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Thousands throng Aitnar on final day of Behdeinkhlam festival

Written by Meghalaya Times. Posted in Front Page

Staff Reporter
SHILLONG, July 03: Tuesday marked the last of this year’s four day Behdeinkhlam festival during which revelers were seen participating in a ritualistic expression to overcome the destructive forces of nature including diseases and an invocation to God for a good harvest.
Considered as one of the important festivals of the State, it is celebrated during mid-July every year after the sowing season is over.


“Khlam” means ‘Plague or Pestilence’ and “Beh Dien” means to drive away the plague with sticks and religious fervor.
The main feature of the festival is the making of the “Dein Khlam” and “Khnong”, which are rounded, polished and straight tree trunks, felled from a forest. These trunks are brought to Jowai town, the district headquarters of the eastern most part of the state, with great fanfare.
Earlier in the day, the ‘Symbud Khnong’ a log of great length was brought which thousands people throng to get a chance to touch it.
It is believed that touching the Khnong will protect people from sicknesses besides ensuring prosperity in their work and businesses.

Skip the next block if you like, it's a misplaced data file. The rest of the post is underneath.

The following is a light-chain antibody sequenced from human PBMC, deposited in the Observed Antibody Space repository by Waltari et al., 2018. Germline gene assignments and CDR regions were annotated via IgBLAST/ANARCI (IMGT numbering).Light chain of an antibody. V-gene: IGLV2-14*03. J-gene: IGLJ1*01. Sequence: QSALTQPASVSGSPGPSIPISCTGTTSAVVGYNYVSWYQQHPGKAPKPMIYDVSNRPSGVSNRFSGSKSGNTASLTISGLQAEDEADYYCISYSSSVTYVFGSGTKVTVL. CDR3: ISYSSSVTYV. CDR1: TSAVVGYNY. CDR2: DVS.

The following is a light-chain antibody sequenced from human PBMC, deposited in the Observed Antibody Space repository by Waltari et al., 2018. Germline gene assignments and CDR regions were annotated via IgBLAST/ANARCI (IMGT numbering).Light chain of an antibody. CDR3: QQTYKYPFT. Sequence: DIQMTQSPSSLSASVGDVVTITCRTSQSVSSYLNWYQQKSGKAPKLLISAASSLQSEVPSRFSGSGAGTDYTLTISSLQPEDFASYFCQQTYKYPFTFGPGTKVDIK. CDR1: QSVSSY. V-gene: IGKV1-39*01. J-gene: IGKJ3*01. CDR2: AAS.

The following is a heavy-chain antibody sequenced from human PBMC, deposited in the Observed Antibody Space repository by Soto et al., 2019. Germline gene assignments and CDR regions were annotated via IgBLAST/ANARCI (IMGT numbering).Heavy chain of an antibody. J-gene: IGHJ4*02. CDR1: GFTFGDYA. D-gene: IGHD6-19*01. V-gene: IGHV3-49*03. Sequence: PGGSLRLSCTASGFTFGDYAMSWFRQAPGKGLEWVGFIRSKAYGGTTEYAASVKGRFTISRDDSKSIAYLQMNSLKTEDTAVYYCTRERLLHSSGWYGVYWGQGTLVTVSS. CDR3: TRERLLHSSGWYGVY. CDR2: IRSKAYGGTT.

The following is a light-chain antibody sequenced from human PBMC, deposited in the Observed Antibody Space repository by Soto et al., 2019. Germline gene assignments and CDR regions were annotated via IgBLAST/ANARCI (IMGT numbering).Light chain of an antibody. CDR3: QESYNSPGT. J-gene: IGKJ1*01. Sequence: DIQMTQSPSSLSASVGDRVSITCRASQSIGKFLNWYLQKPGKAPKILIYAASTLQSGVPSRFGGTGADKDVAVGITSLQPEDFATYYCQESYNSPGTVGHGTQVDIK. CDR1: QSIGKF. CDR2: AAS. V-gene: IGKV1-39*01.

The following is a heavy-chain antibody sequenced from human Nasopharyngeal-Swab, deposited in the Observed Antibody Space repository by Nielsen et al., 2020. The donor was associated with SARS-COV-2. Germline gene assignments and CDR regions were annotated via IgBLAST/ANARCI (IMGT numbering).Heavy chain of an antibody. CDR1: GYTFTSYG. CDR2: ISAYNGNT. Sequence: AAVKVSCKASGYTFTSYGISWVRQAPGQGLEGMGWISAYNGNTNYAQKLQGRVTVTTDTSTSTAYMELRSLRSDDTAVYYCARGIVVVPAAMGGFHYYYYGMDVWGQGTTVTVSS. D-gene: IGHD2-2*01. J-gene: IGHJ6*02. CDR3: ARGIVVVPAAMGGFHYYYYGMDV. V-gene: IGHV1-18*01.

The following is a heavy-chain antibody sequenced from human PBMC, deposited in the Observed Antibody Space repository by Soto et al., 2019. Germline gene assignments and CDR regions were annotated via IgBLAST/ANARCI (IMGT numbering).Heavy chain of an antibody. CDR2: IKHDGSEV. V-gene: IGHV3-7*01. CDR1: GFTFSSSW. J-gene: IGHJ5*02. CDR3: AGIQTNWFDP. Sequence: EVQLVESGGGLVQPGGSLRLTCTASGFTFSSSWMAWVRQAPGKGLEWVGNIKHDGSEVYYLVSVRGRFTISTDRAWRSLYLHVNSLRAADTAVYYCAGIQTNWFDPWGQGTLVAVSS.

According to the niamtre faithful, Behdienkhlam is not all about driving away sickness but to also drive away the social evils that are inflicting the society.
The youth from different localities of the town also try out their artistic skills by erecting beautifully coloured “rots” 10-40 feet tall structures built of bamboo, coloured paper and tinsel.
The Behdienkhlam ‘rots’ are built on a wide range of social issues – politics, environment protection besides others as the theme.
The rots were on display on Tuesday at the Aitnar – a sacred pool.
The rots also carry strong message for preservation and protection of the environment and the mother earth besides importance of combating social evils.
Interestingly, a rot which captivated the spectators was on the ongoing 2018 World Cup held in Russia, while another has on it a message which read “The world suffers a lot not because the violence of bad people but because of the silence of the good people.”
The climax of the celebrations is the carrying of a large trunk known as ‘Khnong’ by the niamtre faithful to Aitnar.
Religious rites and sacrifices at the sacred pool precede the immersion ceremony in the early hours of the morning.
The festival was also witnessed by the Union Minister of State DoNER Dr Jitendra Singh and Meghalaya Governor Ganga Prasad, Deputy Chief Minister Prestone Tynsong and other cabinet ministers besides senior government officials.
In the evening ‘datlawakor’, a football match played with a rounded wooden ball, is played between two teams from the upper and lower valleys of the Myntdu River.
The side that wins is believed to be blessed with a good harvest of the year. The Daloi or the traditional chief acts as referee in the match.


 

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